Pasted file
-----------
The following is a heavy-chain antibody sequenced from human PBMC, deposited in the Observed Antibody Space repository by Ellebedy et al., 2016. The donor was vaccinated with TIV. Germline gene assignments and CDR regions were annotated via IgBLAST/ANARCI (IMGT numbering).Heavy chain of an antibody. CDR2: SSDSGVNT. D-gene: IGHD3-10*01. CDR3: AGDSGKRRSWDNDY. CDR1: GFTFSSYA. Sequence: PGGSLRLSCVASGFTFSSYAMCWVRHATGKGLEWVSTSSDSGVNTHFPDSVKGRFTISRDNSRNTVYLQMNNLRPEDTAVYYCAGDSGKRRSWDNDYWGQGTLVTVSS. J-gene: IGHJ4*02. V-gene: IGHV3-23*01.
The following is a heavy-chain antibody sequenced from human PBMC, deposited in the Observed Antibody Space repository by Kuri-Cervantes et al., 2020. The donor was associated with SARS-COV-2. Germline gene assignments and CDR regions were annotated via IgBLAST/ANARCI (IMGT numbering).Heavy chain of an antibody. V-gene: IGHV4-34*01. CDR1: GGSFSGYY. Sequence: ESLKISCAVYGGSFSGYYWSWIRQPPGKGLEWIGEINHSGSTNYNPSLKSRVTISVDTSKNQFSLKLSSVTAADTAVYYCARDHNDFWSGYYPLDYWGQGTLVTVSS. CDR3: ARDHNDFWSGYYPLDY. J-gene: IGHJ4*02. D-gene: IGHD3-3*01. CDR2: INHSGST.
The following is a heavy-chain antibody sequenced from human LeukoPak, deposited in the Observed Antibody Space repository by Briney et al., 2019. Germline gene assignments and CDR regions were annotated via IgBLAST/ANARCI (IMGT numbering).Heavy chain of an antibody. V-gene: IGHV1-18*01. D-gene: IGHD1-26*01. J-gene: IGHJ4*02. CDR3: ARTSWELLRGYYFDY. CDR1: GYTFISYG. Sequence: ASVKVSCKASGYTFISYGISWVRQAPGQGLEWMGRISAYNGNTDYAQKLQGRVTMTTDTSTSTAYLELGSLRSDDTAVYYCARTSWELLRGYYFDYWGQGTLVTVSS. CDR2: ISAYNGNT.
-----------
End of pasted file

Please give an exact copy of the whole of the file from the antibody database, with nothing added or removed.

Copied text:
The following is a heavy-chain antibody sequenced from human PBMC, deposited in the Observed Antibody Space repository by Ellebedy et al., 2016. The donor was vaccinated with TIV. Germline gene assignments and CDR regions were annotated via IgBLAST/ANARCI (IMGT numbering).Heavy chain of an antibody. CDR2: SSDSGVNT. D-gene: IGHD3-10*01. CDR3: AGDSGKRRSWDNDY. CDR1: GFTFSSYA. Sequence: PGGSLRLSCVASGFTFSSYAMCWVRHATGKGLEWVSTSSDSGVNTHFPDSVKGRFTISRDNSRNTVYLQMNNLRPEDTAVYYCAGDSGKRRSWDNDYWGQGTLVTVSS. J-gene: IGHJ4*02. V-gene: IGHV3-23*01.
The following is a heavy-chain antibody sequenced from human PBMC, deposited in the Observed Antibody Space repository by Kuri-Cervantes et al., 2020. The donor was associated with SARS-COV-2. Germline gene assignments and CDR regions were annotated via IgBLAST/ANARCI (IMGT numbering).Heavy chain of an antibody. V-gene: IGHV4-34*01. CDR1: GGSFSGYY. Sequence: ESLKISCAVYGGSFSGYYWSWIRQPPGKGLEWIGEINHSGSTNYNPSLKSRVTISVDTSKNQFSLKLSSVTAADTAVYYCARDHNDFWSGYYPLDYWGQGTLVTVSS. CDR3: ARDHNDFWSGYYPLDY. J-gene: IGHJ4*02. D-gene: IGHD3-3*01. CDR2: INHSGST.
The following is a heavy-chain antibody sequenced from human LeukoPak, deposited in the Observed Antibody Space repository by Briney et al., 2019. Germline gene assignments and CDR regions were annotated via IgBLAST/ANARCI (IMGT numbering).Heavy chain of an antibody. V-gene: IGHV1-18*01. D-gene: IGHD1-26*01. J-gene: IGHJ4*02. CDR3: ARTSWELLRGYYFDY. CDR1: GYTFISYG. Sequence: ASVKVSCKASGYTFISYGISWVRQAPGQGLEWMGRISAYNGNTDYAQKLQGRVTMTTDTSTSTAYLELGSLRSDDTAVYYCARTSWELLRGYYFDYWGQGTLVTVSS. CDR2: ISAYNGNT.